Table of Contents
I’ve put together a list of 16 important expenses to consider in your travel budget for your next trip. The items listed will help you plan your budget easier and prevent any surprise expenses you may not expect. It’s never fun to have additional expenses pop up when you’re on your trip, especially if you didn’t consider them in your travel budget before you left.
Analysis of domestic and international airfare prices shows that flying out on Fridays can be cheaper. Many travelers start their trips on Sundays, so your chances of a lower price are better when departing early in the week instead. Starting your trip on a Friday could be almost 11% cheaper than air travel on Sundays, so book flights online wisely*!
Finding that perfect location with great views can get costly. Airfare and accommodations will be the highest expenses for your trip. You will need to decide what is important to you – can you skip the more expensive hotel that offers you the fancy gym? Perhaps go for a budget hotel that offers a free breakfast instead. These small amenities can make a big impact on what you will be paying.
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3. Hidden hotel and resort fees
Have you ever shown up to a hotel thinking everything is paid for through that reservation you made, only to find out you still owe the hotel money when you arrive? Those are hidden hotel and resort fees that are not listed or not included in your initial reservation.
Hotels tack them onto your room rate which gives you access to on-site facilities and amenities such as pools, gyms, beach chairs, Wi-Fi, and more
In countries like the U.S – tipping is highly encouraged for certain forms of entertainment. For example, dining out. The servers rely on tips as their income and are not paid more than a $3 USD hourly wage. Tipping standard etiquette is 20% in the U.S. If you take an excursion or a tour – tipping your guide is the polite thing to do, as they too rely on tips. If a doorman carries your luggage up to the room, a tip is a courteous gesture. Bring along some cash in local currency and research tipping etiquette where you’re going to ensure you’re not “one of those people.”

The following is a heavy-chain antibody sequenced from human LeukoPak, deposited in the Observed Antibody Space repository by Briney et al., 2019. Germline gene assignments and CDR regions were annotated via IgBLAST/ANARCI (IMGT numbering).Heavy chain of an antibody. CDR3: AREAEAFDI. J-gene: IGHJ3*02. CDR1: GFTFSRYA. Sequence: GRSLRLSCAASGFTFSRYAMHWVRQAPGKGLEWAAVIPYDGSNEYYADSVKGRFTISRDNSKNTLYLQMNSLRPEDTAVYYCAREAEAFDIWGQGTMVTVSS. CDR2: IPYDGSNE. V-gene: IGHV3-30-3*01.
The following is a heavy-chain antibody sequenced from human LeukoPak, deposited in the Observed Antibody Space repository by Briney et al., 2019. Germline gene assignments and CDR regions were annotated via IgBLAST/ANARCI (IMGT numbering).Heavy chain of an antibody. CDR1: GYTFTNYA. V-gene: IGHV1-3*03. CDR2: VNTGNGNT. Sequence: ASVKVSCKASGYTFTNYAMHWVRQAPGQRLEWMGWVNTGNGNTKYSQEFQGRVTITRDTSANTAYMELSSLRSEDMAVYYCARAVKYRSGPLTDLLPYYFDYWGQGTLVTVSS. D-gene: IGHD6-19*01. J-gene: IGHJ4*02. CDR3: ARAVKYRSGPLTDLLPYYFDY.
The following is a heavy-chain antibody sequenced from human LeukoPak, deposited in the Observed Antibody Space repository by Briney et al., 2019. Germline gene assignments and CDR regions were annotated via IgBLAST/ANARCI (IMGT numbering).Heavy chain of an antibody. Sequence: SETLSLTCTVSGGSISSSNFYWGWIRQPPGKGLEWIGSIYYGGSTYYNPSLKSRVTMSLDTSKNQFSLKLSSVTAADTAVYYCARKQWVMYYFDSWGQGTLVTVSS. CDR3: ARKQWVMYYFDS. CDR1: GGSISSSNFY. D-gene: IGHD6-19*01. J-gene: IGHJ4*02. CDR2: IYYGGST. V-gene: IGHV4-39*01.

5. Visa and Travel Papers/Passports
Some countries require certain vaccines before entry. Before I left for Bolivia I had to get a yellow fever vaccine, and a VISA – costing me an extra $400 USD. Now certain countries require proof of COVID vaccine. So make sure you know what the VISA and vaccine requirements are before you go and add them to your travel budget.
6. Tours & Activities
Do you budget for tours and activities? Are they planned and paid for in advance or will you need to pay when you get there? Sometimes booking your tours in advance can help spread out travel expenses so you aren’t paying for everything all at once. It will also save you from having to pay more while you’re on your trip.
7. Items you forgot to bring or lost on your trip
Unless you are the best packer of all time – (we all are right? 😉) you will probably forget at least one thing. On my last trip, I forgot all my shower stuff. The trip before that – deodorant. One time it was a camera charger. These were not expenses that I had budgeted for and I ended up paying more for them than I would at home.
Ah yes, the second most costly expense when traveling. Plan out your transportation in advance so you have a good idea of what you will be paying. Look up the local gas prices, and taxi rates, and estimate how often you will be moving around/how much it will cost.
9. Rental Cars